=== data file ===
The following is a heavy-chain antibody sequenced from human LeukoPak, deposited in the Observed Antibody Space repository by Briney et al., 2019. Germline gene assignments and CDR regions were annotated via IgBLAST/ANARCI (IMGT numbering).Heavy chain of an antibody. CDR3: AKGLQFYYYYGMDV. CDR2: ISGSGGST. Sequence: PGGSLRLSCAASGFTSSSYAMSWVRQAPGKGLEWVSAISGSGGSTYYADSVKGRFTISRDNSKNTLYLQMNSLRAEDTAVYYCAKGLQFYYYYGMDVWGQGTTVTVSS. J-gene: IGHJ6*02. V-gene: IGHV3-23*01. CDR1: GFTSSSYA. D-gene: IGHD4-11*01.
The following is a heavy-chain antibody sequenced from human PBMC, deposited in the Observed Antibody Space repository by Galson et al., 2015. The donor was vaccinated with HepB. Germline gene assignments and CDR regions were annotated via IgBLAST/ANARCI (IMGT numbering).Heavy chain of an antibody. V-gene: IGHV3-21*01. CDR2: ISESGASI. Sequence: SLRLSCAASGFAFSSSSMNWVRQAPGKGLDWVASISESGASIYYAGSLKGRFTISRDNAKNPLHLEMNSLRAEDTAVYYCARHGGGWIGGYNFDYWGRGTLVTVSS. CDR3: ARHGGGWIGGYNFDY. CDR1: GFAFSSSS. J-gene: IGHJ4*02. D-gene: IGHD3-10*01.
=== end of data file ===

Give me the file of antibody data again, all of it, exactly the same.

The following is a heavy-chain antibody sequenced from human LeukoPak, deposited in the Observed Antibody Space repository by Briney et al., 2019. Germline gene assignments and CDR regions were annotated via IgBLAST/ANARCI (IMGT numbering).Heavy chain of an antibody. CDR3: AKGLQFYYYYGMDV. CDR2: ISGSGGST. Sequence: PGGSLRLSCAASGFTSSSYAMSWVRQAPGKGLEWVSAISGSGGSTYYADSVKGRFTISRDNSKNTLYLQMNSLRAEDTAVYYCAKGLQFYYYYGMDVWGQGTTVTVSS. J-gene: IGHJ6*02. V-gene: IGHV3-23*01. CDR1: GFTSSSYA. D-gene: IGHD4-11*01.
The following is a heavy-chain antibody sequenced from human PBMC, deposited in the Observed Antibody Space repository by Galson et al., 2015. The donor was vaccinated with HepB. Germline gene assignments and CDR regions were annotated via IgBLAST/ANARCI (IMGT numbering).Heavy chain of an antibody. V-gene: IGHV3-21*01. CDR2: ISESGASI. Sequence: SLRLSCAASGFAFSSSSMNWVRQAPGKGLDWVASISESGASIYYAGSLKGRFTISRDNAKNPLHLEMNSLRAEDTAVYYCARHGGGWIGGYNFDYWGRGTLVTVSS. CDR3: ARHGGGWIGGYNFDY. CDR1: GFAFSSSS. J-gene: IGHJ4*02. D-gene: IGHD3-10*01.